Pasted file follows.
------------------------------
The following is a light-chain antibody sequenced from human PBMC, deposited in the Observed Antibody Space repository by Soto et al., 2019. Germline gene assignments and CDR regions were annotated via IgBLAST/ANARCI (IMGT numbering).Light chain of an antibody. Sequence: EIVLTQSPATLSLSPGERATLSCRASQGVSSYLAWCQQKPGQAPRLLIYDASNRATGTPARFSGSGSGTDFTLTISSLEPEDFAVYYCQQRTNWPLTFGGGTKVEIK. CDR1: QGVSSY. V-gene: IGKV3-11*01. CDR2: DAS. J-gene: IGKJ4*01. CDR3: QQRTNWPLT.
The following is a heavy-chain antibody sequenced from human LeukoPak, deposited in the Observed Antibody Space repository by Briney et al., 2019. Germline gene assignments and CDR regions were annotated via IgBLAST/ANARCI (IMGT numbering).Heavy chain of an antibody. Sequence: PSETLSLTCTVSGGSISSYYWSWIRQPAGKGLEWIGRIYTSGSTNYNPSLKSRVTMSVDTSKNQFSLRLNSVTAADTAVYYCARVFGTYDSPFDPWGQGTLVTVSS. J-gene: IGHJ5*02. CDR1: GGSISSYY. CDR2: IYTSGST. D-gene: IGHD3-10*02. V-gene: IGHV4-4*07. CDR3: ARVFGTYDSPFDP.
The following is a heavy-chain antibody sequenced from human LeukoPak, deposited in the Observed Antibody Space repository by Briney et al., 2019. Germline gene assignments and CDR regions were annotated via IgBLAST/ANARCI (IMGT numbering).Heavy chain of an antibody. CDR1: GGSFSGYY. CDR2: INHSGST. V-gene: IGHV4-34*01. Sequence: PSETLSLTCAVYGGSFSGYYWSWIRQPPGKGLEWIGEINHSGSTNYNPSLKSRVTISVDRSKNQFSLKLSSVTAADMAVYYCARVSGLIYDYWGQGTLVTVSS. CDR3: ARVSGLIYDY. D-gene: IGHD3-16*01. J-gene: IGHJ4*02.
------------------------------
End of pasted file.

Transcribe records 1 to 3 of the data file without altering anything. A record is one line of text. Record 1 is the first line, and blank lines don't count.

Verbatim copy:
The following is a light-chain antibody sequenced from human PBMC, deposited in the Observed Antibody Space repository by Soto et al., 2019. Germline gene assignments and CDR regions were annotated via IgBLAST/ANARCI (IMGT numbering).Light chain of an antibody. Sequence: EIVLTQSPATLSLSPGERATLSCRASQGVSSYLAWCQQKPGQAPRLLIYDASNRATGTPARFSGSGSGTDFTLTISSLEPEDFAVYYCQQRTNWPLTFGGGTKVEIK. CDR1: QGVSSY. V-gene: IGKV3-11*01. CDR2: DAS. J-gene: IGKJ4*01. CDR3: QQRTNWPLT.
The following is a heavy-chain antibody sequenced from human LeukoPak, deposited in the Observed Antibody Space repository by Briney et al., 2019. Germline gene assignments and CDR regions were annotated via IgBLAST/ANARCI (IMGT numbering).Heavy chain of an antibody. Sequence: PSETLSLTCTVSGGSISSYYWSWIRQPAGKGLEWIGRIYTSGSTNYNPSLKSRVTMSVDTSKNQFSLRLNSVTAADTAVYYCARVFGTYDSPFDPWGQGTLVTVSS. J-gene: IGHJ5*02. CDR1: GGSISSYY. CDR2: IYTSGST. D-gene: IGHD3-10*02. V-gene: IGHV4-4*07. CDR3: ARVFGTYDSPFDP.
The following is a heavy-chain antibody sequenced from human LeukoPak, deposited in the Observed Antibody Space repository by Briney et al., 2019. Germline gene assignments and CDR regions were annotated via IgBLAST/ANARCI (IMGT numbering).Heavy chain of an antibody. CDR1: GGSFSGYY. CDR2: INHSGST. V-gene: IGHV4-34*01. Sequence: PSETLSLTCAVYGGSFSGYYWSWIRQPPGKGLEWIGEINHSGSTNYNPSLKSRVTISVDRSKNQFSLKLSSVTAADMAVYYCARVSGLIYDYWGQGTLVTVSS. CDR3: ARVSGLIYDY. D-gene: IGHD3-16*01. J-gene: IGHJ4*02.